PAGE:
In schematic-like form, here’s what we’re aiming for:
It’s basically just four connections in common between all four boards, plus one extra wire between the Pro Trinket and RTC:
LED Backpacks (2)
G or GND
When making connections to multiple points like this, you may find it helpful to use a small piece of Perma-Proto board to join one end of all the wires. Perma-Proto board can be cut with tin snips or a scroll saw; you don’t need the whole board in there. Save the rest for future projects!
Make sure to use the BUS pin on the Pro Trinket, not the 5V or 3V pin; the LED displays are a bit much for the board’s voltage regulator, so everything’s powered off the USB connection instead.
Follow these instructions for guidance on assembling the LED backpacks, making sure the decimal points are properly aligned and the display is on the correct side of the board. Just don’t add the 4-pin breadboard header, we’ll be wiring up directly.
Bridge the “A0” solder pads on one of the two LED backpacks. This will be the “low” four digits, while the un-bridged one will be the “high” digita.
Note where the decimal points are and properly align the display to the points on the correct side of the board.
Use tape to hold the displays in place before soldering to the backpacks. Make sure the displays are leveled against the backpack and then apply small strips of tape to both sides.
Solder all of the pins to the backpack. A panavise is super helpful and will allow you angle the boards towards you to easily solder each pin.
Once all of the pins are soldered, we'll need to cut the excess off each pin off to fit the board inside the enclosure.
Grip each pin with a plier and then use flush cutters to remove each pin. This will prevent the pins from flying everywhere when cutting.
Lay out the boards on the enclosure and lid parts so we have a good idea of how long we need each wire to be. Measure the wires with enough slack so we can easy access the boards when we need to change the battery.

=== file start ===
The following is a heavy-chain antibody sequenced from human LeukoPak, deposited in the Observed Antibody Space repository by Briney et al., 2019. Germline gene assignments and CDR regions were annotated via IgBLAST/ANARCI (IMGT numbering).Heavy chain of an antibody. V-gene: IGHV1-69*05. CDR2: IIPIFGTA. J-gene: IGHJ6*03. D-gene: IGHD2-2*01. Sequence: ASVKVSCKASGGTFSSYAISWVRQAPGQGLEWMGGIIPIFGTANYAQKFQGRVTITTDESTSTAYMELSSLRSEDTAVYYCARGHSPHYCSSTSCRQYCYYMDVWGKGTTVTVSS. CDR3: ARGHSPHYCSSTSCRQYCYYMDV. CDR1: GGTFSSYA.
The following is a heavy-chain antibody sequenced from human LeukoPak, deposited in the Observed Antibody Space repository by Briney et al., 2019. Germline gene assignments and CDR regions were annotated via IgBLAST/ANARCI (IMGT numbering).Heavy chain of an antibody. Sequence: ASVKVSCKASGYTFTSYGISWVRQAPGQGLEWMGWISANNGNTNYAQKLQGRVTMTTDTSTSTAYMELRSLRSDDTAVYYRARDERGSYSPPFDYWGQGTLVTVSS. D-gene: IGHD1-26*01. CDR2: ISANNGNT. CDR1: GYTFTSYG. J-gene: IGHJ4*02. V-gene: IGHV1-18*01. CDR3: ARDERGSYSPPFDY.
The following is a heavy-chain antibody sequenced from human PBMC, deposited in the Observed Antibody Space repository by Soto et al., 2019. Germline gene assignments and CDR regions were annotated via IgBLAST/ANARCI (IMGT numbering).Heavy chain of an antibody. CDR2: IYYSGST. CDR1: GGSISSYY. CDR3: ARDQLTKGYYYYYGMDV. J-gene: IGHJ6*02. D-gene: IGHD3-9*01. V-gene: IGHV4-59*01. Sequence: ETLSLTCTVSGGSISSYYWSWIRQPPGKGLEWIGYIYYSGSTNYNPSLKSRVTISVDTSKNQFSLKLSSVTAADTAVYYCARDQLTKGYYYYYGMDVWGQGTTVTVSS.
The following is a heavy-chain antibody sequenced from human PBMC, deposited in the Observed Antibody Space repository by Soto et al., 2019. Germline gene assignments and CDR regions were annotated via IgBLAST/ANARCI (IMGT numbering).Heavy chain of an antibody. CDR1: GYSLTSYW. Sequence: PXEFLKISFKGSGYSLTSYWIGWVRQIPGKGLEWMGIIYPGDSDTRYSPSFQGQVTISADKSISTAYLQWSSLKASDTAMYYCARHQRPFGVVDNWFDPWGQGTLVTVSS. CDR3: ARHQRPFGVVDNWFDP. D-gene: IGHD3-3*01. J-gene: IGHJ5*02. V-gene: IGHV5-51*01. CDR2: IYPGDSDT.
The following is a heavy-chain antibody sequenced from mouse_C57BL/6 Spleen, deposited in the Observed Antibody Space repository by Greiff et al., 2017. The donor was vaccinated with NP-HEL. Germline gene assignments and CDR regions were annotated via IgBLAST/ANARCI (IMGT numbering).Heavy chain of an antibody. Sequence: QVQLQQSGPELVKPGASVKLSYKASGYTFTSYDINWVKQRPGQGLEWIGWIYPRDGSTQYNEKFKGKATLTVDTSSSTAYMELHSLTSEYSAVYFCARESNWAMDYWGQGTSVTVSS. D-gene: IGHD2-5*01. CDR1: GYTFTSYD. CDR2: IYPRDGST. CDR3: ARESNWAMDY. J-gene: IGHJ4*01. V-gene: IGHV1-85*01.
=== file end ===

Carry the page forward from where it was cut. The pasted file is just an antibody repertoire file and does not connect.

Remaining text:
We can use a flex perma-proto to create a splitter to join wires together. Cut a piece with three connected through holes (the ground or power rails) to build a "T" shaped wire.
High Temperature Polyimide Tape
Insulate the connections with a piece of Kapton tape (Polyimide Tape) to prevent any connections from touching.
After all of the splitters are built, solder each wire as shown in the circuit diagram.
Solder the breakout boards to the the rest of the circuit. You can use tweezers to hold wires while soldering to each through hole.
The RTC breakout board uses a 12mm CR1220 coin cell battery. Note the positive side on the Coin Cell Retainer and insert the battery.
Bridge the “A0” solder pads on the “low” four digit display, the un-bridged one will be the “high” digits.
Align the displays to the standoffs on the enclosure box and the breakout boards to the lid part. Use M2 x .4 x 4mm machine screws to mount all of the displays and boards.
The lid part snap fits into the box enclosure. Align the USB cutout on the lid with the port opening on enclosure box to press fit together.
For power, the clock connects to any USB power supply.
Now you're ready to add code!